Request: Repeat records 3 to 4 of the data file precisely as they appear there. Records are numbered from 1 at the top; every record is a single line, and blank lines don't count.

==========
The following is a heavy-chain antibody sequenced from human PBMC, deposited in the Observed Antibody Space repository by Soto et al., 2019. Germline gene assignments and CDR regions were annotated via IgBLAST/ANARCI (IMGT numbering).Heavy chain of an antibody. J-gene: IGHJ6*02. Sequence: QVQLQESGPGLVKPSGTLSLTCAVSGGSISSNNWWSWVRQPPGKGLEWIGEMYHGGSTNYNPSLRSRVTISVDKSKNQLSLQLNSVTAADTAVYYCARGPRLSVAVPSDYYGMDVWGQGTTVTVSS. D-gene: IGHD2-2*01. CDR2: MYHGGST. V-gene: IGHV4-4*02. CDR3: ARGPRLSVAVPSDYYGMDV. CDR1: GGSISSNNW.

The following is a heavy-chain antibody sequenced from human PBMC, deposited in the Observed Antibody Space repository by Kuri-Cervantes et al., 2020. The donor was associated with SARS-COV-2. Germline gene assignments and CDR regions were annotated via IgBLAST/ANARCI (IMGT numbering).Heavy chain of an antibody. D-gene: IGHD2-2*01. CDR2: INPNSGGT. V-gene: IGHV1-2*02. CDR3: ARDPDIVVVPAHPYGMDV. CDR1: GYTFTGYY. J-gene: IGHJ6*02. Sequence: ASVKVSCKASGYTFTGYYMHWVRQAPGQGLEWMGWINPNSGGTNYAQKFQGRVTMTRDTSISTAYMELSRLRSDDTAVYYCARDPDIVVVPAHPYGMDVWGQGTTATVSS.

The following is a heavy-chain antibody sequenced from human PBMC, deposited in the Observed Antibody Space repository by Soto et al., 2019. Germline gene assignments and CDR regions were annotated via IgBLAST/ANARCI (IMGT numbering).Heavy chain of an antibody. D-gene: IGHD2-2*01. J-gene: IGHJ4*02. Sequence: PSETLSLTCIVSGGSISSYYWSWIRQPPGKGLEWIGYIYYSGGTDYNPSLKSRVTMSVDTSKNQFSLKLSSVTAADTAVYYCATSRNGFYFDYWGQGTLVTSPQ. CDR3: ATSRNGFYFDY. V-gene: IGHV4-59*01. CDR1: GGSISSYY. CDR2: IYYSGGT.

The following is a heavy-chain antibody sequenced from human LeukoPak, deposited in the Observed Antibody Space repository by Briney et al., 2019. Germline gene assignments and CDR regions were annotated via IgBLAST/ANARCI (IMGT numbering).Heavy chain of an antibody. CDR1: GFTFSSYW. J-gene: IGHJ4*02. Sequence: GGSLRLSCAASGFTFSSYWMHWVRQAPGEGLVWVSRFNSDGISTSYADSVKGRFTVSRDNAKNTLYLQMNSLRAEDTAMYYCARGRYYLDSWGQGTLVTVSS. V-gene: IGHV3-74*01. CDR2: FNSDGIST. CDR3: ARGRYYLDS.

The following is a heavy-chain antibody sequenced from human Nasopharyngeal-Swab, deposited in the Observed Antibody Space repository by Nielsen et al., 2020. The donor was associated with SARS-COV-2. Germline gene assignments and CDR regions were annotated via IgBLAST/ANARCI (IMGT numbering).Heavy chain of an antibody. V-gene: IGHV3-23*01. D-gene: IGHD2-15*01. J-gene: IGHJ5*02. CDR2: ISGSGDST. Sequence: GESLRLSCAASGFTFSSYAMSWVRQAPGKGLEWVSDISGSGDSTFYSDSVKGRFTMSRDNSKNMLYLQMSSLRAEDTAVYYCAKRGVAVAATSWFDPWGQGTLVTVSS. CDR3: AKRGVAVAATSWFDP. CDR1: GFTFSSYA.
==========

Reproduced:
The following is a heavy-chain antibody sequenced from human PBMC, deposited in the Observed Antibody Space repository by Soto et al., 2019. Germline gene assignments and CDR regions were annotated via IgBLAST/ANARCI (IMGT numbering).Heavy chain of an antibody. D-gene: IGHD2-2*01. J-gene: IGHJ4*02. Sequence: PSETLSLTCIVSGGSISSYYWSWIRQPPGKGLEWIGYIYYSGGTDYNPSLKSRVTMSVDTSKNQFSLKLSSVTAADTAVYYCATSRNGFYFDYWGQGTLVTSPQ. CDR3: ATSRNGFYFDY. V-gene: IGHV4-59*01. CDR1: GGSISSYY. CDR2: IYYSGGT.

The following is a heavy-chain antibody sequenced from human LeukoPak, deposited in the Observed Antibody Space repository by Briney et al., 2019. Germline gene assignments and CDR regions were annotated via IgBLAST/ANARCI (IMGT numbering).Heavy chain of an antibody. CDR1: GFTFSSYW. J-gene: IGHJ4*02. Sequence: GGSLRLSCAASGFTFSSYWMHWVRQAPGEGLVWVSRFNSDGISTSYADSVKGRFTVSRDNAKNTLYLQMNSLRAEDTAMYYCARGRYYLDSWGQGTLVTVSS. V-gene: IGHV3-74*01. CDR2: FNSDGIST. CDR3: ARGRYYLDS.